IT Reshoring News

May 28, 2013

Tech Executives Push for More High-Tech GuestWorkers, Despite Half of STEM Grads Going To Other Industries

Half of U.S. STEM graduates aren't finding STEM jobs, leading to a weaker national infrastructure. Meanwhile, more than 100 tech executives are asking Congress for more H1B visas to import tech workers from overseas.
On March 14, 2013, a group of tech CEOs called TechNet sent a letter to Congress requesting a 60% increase in the number of H1B visas provided in the Immigration Reform bill, currently making its way through Congress.

TechNet includes over 100 American tech executives who literally control the world's information superhighway. A select group of these executives also met with the Obama Administration to plead their case for more “guestworkers.”

Unfortunately, while TechNet claims to promote policies that will "sustain American competitiveness in the global market," an increase in H1Bs would have the opposite effect. A recent Economic Policy Institute briefing paper belies the need for more H1Bs and provides evidence that only 50% of U.S. STEM graduates are finding jobs in the United States. More H1Bs will only continue to reduce the U.S. IT workforce, weaken the U.S. economy, and make the U.S. less able to protect itself from very real cyber-threats to its commercial, critical infrastructure, and military networks.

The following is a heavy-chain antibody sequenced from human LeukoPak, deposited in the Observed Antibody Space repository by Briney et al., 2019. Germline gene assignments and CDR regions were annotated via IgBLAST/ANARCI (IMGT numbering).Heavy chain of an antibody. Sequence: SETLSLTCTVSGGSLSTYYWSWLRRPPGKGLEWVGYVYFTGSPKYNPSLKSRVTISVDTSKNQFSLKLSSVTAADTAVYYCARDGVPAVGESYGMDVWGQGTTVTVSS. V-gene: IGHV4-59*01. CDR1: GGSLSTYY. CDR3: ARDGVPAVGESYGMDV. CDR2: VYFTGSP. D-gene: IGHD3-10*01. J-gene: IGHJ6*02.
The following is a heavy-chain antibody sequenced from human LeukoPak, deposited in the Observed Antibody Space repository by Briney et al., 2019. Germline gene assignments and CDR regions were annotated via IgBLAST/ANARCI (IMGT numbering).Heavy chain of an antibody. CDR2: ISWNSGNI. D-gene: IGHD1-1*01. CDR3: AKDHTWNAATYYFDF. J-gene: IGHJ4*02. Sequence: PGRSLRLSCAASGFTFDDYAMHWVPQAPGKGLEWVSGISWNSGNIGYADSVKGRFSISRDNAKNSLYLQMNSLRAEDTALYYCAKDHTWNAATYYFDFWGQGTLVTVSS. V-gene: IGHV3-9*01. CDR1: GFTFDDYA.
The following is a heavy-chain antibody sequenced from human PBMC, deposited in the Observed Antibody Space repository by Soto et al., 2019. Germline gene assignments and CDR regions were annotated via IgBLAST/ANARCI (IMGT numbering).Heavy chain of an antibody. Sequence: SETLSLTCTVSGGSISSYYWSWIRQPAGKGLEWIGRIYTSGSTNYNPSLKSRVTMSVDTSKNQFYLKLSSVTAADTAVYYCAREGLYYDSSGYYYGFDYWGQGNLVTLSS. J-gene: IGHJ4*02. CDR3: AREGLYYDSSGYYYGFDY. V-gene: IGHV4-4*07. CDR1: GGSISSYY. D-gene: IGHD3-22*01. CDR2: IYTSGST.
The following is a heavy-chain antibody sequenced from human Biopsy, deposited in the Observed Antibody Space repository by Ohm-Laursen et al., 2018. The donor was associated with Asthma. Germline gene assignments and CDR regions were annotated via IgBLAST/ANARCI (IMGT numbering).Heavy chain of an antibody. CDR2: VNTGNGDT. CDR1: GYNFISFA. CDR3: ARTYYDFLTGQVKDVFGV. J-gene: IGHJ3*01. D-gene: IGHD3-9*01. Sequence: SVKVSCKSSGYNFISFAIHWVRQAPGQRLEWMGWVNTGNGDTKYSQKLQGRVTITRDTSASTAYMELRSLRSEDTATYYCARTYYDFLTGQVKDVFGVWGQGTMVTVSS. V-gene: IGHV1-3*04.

Just this week, the Pentagon received a report from the Defense Science Board identifying dozens of U.S. weapon system designs that it claims were stolen by the Chinese via cyber-attack. The threat to our national security as a result of this breach cannot be understated.

Instead of promoting high-level R&D experience for guestworkers from other countries, imagine the PR boost and long-term benefits TechNet member companies would get from working with U.S. educational institutions to help redevelop the U.S. IT workforce. A workforce that is now greatly reduced due to corporate guestworker and offshoring programs.